Making RBI the issuing authority will ensure that the Centre won’t enjoy the sole discretion on information use, which is possible now with SBI being the issuing authority
For long, widespread use of black or unaccounted money in elections has been the fountainhead of corruption. Fighting elections — be it a Member of Parliament (MP) or Member of the Legislative Assembly (MLA) or any other elected body — costs huge sums which a candidate/political party is unable to garner. Businessmen and industrialists (even other entities engaged in undesirable activities) exploit this vulnerability of candidates and political parties to give contributions, expecting good returns, either by way of favourable policies or support in other forms such as award of contracts and so on. On getting elected, the latter returns the favour. The grant of such benefit results in the generation of more black money which gets funnelled into the system, resulting in a vicious cycle of political funding on an increasing scale and intensification of corruption. The subsisting fairly liberal threshold of permitting contribution per person up to Rs 20,000 in cash has paved the way for crores to be given to political parties in cash even while keeping the identity of donors anonymous. To rein in use of unaccounted money and bring “transparency” in election funding, in its first term, the Modi Government took two major initiatives. First, based on the recommendation of the Election Commission (EC), it lowered the limit for anonymous cash donations from Rs 20,000 to Rs 2,000. Second, in the Union Budget for 2017-18, it announced an Electoral Bond Scheme (EBS) as part of the Finance Bill. The scheme was implemented from January 2, 2018. Both the initiatives have come under strident criticism. In particular, critics have targetted the EBS saying, “this has legitimised the role of black cash in elections and kept the identity of donors anonymous, even as an overwhelming share of this money has gone to the ruling party (BJP) at the Centre.”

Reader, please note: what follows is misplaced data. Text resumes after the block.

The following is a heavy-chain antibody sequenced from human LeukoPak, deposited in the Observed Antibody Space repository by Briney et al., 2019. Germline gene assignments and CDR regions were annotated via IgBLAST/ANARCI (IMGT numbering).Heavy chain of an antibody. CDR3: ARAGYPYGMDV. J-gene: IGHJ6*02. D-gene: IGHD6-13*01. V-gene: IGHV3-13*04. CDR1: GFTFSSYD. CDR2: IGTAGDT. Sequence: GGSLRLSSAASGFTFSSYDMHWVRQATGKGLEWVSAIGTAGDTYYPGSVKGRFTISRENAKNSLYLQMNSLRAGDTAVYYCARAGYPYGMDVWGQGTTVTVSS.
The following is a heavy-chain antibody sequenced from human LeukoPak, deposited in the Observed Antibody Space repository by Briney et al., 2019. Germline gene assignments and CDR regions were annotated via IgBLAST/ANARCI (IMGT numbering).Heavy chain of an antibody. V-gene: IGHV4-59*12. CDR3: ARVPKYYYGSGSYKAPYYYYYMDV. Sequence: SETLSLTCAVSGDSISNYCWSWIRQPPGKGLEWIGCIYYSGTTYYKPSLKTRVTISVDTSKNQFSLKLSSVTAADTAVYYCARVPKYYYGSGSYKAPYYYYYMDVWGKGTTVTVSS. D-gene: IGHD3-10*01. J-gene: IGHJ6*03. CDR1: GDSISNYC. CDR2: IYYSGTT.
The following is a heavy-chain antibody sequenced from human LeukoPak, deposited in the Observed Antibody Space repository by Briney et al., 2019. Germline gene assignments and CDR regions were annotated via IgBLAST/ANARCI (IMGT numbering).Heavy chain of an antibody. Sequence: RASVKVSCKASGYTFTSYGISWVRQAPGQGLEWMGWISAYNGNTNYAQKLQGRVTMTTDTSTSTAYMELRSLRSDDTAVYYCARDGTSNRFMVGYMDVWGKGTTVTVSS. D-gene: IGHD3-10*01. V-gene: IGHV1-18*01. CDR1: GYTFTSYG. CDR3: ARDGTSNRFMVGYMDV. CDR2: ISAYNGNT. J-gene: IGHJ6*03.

The issue was raised in the ongoing Winter Session of the Parliament even as the Supreme Court (SC) has posted a writ petition challenging the constitutional validity of the scheme for hearing in January 2020. Meanwhile, scrutiny of the initiatives is in order. The first measure won’t make any dent. If, both the giver and receiver are determined to engage in exchange of cash, they will do so even with a lower threshold. To escape being seen as a violator, all that the receiver needs to do is to show in records 10 times more entries than it was doing earlier. For instance, a party which receives Rs 1 crore from a single donor, will show it as receipt from 5,000, donors, each giving Rs 2,000 instead of the earlier 500 entries of Rs 20,000 each.
That apart, given the circulation of currency on a mammoth scale (in the aftermath of demonetisation, though bulk of it was sucked out of the system, it is now back with vengeance) and absence of any credible mechanism to check its movement, even if the Government were to completely bar contributions in cash and insist that every single rupee has to be paid by cheque or electronic mode, even then, it won’t be possible to make any dent on use of cash. Coming to the EBS, the bond is a bearer instrument like a Promissory Note that is payable to the bearer on demand and is interest-free. The bond can be purchased by any citizen — singly or along with other individuals — or a body incorporated in India. The instrument is issued in denominations of Rs 1,000, Rs 10,000, Rs 1 lakh, Rs 10 lakh and Rs 1 crore and its sale is opened once in every quarter for 10 days, and a month ahead of general elections or as notified by the Government. They are valid for only 15 days. To purchase the instrument, the donor has to submit the Electoral Bond Application Form along with the deposit slip, citizenship and KYC documents and cheque or demand draft at any authorised branch of the State Bank of India (SBI). Alternatively, the instrument can be bought online through NEFT/RTGS visiting the SBI website. The donor can give the bond to a party of his/her choice. Only registered political parties that secured at least one per cent of the votes polled in the last general elections are eligible to receive this instrument, which can be encashed by eligible parties through accounts in authorised banks, currently only the SBI.